The attack happened in the same district where an American teacher was shot dead last June. The fatal shooting was claimed by al-Qaeda in the Islamic Maghreb.
  
Christopher Leggett, 48, died outside a private language and computer school that he ran. He had lived for several years in Mauritania.

No 'clear winner'

The incident came hours before Mauritanians went to the polls, one year after the overthrow of the country's first elected president, with analysts predicting a victory for General Mohamed Ould Abdel Aziz who led the August coup but resigned from the army to contest the election.

In depth

 Mauritania at a crossroads
 A 'road map' for Mauritania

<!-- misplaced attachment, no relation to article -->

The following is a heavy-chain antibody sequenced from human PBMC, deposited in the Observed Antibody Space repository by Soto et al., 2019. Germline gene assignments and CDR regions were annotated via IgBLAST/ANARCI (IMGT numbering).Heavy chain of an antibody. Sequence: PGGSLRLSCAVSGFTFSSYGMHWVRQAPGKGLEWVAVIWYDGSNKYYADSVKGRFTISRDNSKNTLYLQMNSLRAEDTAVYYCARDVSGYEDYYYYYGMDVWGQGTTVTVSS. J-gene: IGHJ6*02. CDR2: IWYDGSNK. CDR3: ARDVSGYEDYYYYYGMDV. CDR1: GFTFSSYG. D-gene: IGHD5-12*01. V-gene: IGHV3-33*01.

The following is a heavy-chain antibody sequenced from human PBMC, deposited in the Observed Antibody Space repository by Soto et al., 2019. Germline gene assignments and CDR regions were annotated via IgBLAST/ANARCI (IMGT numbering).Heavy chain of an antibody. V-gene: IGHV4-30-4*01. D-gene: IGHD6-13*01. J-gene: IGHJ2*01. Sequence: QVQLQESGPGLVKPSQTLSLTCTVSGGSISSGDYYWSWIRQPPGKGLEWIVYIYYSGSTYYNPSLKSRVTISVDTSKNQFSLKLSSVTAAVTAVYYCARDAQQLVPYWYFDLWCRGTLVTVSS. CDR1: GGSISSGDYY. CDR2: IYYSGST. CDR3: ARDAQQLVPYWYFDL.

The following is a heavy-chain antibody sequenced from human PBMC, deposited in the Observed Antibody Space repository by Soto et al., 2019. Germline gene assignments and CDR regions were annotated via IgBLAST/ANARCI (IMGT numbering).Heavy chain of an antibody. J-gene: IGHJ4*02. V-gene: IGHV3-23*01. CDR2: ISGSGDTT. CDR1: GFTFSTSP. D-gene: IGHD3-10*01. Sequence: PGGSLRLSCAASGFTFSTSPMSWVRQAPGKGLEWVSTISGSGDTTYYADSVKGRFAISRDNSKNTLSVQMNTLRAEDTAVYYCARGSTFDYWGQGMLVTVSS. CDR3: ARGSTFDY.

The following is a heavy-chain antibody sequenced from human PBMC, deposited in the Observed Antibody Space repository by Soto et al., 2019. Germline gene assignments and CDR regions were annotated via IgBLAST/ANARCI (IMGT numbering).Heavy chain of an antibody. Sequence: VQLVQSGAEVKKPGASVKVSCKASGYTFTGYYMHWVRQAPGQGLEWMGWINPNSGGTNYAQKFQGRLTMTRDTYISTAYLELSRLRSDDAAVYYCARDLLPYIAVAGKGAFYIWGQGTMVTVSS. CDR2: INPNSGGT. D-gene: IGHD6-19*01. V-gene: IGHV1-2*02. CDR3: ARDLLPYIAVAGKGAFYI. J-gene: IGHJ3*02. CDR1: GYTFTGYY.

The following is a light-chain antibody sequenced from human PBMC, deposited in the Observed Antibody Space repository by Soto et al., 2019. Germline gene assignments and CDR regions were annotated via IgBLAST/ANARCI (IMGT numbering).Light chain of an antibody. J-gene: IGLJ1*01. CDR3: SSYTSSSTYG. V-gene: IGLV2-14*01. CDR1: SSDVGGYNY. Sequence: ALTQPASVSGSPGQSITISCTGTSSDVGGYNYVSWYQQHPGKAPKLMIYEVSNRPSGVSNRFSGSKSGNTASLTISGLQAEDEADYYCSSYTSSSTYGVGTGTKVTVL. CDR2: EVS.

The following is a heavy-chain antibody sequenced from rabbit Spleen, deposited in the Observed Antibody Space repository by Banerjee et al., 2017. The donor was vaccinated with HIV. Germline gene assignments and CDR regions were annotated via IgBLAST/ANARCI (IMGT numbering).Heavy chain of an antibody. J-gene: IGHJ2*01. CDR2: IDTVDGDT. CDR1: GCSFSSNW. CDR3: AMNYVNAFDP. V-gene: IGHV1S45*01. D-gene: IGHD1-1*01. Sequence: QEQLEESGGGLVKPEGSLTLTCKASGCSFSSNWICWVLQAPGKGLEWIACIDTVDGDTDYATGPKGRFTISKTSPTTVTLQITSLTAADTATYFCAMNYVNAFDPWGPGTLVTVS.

Mauritania's coup in the making
 Inside Story: Mauritania's political puzzle

But observers believe that no candidate is strong enough to emerge winner from the first round and that a second round run-off is likely on August 1.

At least 1.2 million of the nation's three million people are eligible to vote.

The election follows an  internationally brokered bid led by Senegal to end a political crisis in a country twice the size of France.

Abdel Aziz's biggest challengers are Ahmed Ould Daddah,  head of the main opposition party, the Rally of Democratic Forces; Messaoud Ould Boulkheir, a parliamentary speaker and the candidate of the National Front for the Defence of Democracy; and Jemil Ould  Mansour, leader of the Islamist party Tewassoul.

Sghaier Ould MBareck, a former prime minister, earlier this month announced that he was withdrawing his candidature to support Aziz, who overthrew Sidi Ould Cheikh Abdallahi as president in the August coup.

In all, nine candidates are standing in the election, designed to restore constitutional democracy to the northwestern African country.